In the final quarter of 2010, house repossessions levelled out at around 7,900 for the closing period. That’s a drop of around 11% on the previous quarter. Good news. However – if the planned cuts as per the coalition manifesto go ahead it’s unlikely that the numbers will continue on the downward trend.
According to the economics and financial experts – the guys and gals that spend their days watching and analysing various markets, national and global spending and determining mid-term predictions – if inflation kicks in right alongside the spending cuts, more repossessed houses could well be on the cards.
The fact is that inflation will have to rise again at some point. As of today (Feb 14th) the inflation rate remained unchanged at 0.50%. However the likelihood of that staying as is was always an unlikely prospect. In many ways, enjoying a successive 23 months of ‘no change’ – whilst welcome – it’s also beginning to feel a little … frightening.
Of those among us that haven’t yet hit the financial wall – the coming year is going to be nothing short of a trial. Just because we haven’t hit it doesn’t mean we won’t with the slightest tip of the scales. Judging on the coalition’s spending cuts (that are now underway) and the likelihood of a rise in unemployment for those hit by the cuts – the future certainly isn’t orange.
Between what Gov Inc have in store for the UK as a whole, the proposed Big Society (getting off to a great start with Liverpool already backing out of being one of four targeted areas to spearhead the campaign) and the potential for more price hikes, pay freezes and benefits cuts the future of the ordinary working man (and woman) is looking ever narrower.
National and consumer debt is spiralling out of control – currently climbing above and beyond the really scary and likely to morph into the super scary in the next couple of years: 65% GDP as of now – predicted to rise to 79% by 2014 at the current spending rate.
Explaining national debt would make for a really long article and right now is not the time but – the biggest cause of debt in the UK is how our government spend our money. Labour doubled our national debt from 40% in 1997 up to the predicted forecast of 2014.
Unless the coalition stops spending and starts repaying the whole country will eventually go bankrupt. This kind of puts our position as the man at the bottom of the pile into perspective. If Gov Inc raise (nay – demand) ‘x’ amount in taxes – and yet spends double that amount – the money comes from investors.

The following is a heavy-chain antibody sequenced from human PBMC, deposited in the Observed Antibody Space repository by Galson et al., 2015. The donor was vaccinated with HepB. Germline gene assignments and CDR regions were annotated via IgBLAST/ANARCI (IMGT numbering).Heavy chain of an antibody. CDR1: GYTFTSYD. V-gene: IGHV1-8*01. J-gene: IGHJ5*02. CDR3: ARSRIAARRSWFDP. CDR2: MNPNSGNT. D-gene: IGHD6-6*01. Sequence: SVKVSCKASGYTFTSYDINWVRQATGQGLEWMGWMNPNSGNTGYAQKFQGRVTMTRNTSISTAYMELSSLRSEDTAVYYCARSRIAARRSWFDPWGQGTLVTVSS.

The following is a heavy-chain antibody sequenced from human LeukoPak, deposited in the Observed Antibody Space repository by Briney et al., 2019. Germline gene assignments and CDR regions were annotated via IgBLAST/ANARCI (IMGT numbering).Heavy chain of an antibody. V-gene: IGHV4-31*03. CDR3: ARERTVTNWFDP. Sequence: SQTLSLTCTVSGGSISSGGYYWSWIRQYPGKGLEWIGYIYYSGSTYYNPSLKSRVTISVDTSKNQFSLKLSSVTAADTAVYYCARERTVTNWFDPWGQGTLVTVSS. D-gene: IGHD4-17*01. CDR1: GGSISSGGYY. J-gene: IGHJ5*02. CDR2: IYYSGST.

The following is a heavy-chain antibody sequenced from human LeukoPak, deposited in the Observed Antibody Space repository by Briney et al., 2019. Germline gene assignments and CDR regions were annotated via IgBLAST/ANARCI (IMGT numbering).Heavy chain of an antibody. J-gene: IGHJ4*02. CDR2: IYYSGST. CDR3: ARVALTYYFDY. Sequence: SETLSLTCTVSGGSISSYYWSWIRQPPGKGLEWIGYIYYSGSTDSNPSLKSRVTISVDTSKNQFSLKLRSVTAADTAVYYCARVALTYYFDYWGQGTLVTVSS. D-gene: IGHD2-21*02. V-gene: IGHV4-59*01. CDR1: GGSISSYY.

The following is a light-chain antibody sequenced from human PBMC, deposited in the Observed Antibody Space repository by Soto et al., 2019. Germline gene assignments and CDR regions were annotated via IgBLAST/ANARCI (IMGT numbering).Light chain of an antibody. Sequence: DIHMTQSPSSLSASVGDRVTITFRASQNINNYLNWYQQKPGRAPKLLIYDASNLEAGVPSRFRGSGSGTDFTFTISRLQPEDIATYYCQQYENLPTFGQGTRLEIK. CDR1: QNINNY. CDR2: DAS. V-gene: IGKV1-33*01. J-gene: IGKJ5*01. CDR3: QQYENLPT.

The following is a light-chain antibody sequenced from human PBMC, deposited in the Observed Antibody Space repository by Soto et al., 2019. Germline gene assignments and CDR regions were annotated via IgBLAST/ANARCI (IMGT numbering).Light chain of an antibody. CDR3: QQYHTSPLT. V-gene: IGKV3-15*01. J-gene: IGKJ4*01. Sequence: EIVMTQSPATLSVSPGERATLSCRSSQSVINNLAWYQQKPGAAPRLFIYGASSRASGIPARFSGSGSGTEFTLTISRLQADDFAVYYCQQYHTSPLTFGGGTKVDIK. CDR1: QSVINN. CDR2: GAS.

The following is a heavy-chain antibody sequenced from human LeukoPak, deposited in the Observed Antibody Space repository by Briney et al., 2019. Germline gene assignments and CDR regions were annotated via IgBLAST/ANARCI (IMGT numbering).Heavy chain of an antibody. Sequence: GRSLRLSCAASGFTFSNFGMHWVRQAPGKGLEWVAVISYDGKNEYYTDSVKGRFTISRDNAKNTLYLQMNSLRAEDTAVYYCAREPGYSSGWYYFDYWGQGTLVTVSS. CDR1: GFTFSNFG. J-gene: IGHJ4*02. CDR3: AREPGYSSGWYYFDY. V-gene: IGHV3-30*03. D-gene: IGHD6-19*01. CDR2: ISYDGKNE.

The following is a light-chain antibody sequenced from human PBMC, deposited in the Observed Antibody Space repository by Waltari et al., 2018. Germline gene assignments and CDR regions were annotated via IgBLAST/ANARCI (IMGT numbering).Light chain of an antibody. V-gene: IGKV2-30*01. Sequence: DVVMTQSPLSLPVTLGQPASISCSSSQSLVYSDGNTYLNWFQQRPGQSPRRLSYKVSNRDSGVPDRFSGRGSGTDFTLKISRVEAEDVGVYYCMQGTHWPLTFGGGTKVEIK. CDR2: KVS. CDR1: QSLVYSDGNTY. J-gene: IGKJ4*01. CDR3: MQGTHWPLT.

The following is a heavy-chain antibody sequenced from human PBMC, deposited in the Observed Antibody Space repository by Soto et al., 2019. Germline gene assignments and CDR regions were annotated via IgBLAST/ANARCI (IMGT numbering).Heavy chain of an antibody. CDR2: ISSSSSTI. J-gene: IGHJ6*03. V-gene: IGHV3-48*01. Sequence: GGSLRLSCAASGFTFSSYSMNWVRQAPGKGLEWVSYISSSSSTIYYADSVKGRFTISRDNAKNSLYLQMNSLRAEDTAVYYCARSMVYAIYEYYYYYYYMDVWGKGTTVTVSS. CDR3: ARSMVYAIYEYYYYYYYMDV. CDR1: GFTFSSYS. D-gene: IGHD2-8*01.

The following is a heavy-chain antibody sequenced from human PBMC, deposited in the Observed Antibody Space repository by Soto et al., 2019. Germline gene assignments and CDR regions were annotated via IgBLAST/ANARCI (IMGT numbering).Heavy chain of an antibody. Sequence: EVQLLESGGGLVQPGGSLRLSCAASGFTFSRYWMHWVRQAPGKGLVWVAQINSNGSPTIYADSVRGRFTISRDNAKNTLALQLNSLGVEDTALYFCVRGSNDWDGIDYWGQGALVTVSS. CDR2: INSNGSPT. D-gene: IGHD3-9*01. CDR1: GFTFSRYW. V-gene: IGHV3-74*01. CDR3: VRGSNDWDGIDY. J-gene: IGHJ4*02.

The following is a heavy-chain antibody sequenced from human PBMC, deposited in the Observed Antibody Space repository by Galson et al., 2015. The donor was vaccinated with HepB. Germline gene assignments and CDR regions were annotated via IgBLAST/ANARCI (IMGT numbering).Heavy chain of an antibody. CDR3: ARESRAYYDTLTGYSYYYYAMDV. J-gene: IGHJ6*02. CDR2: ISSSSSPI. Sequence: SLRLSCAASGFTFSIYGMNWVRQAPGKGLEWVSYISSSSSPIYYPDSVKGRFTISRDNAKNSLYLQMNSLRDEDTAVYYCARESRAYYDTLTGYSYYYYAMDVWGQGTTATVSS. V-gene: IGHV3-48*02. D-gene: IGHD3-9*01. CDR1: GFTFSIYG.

In 2009/2010 £496.1 billion was raised from taxing the British population. The government spent £671.4 billion. That’s an overspend of £175.3 billion. 2011 isn’t going to get any brighter. So – can we expect to feel the strain even more – will there be rise in house repossessions, despite persistent statements from the experts to the contrary?
The simple answer is – yes. Inflation will rise, probably around May. It should rise (it will need to) at least twice more before the year end. Gov Inc need to spend to withdraw – despite the massive cuts they’re implementing, money will still go out of the pot and foreign investors will need to be repaid this years interest on national debt – as well as borrow more to bridge the gap between taxes raised due to the fiscal policy – and the amount need to keep the UK afloat.
How can you help? By not living beyond your means. Debt is debt – even at the lower end of the scale. The more you tighten your belt now, the quicker you move away from what you want and nearer to what you actually need, the quicker you’ll get a realistic hold on your finances.
How much is your mortgage? How much do you spend month to month? What do you owe on credit cards? Do you live in your overdraft? It really is time to take stock. Denial won’t help, waiting won’t help, and the way that the UK national debt and the banking systems are operating – you may well find that there’s no one left to turn to in a few years time.
Do your bit now. Stop spending what you don’t have. Make positive changes, realistic changes. Take your future into your own hands. The more you understand what’s going on around you – the more you will realise that the quicker you take stock, the less chance there is of losing it all in the future.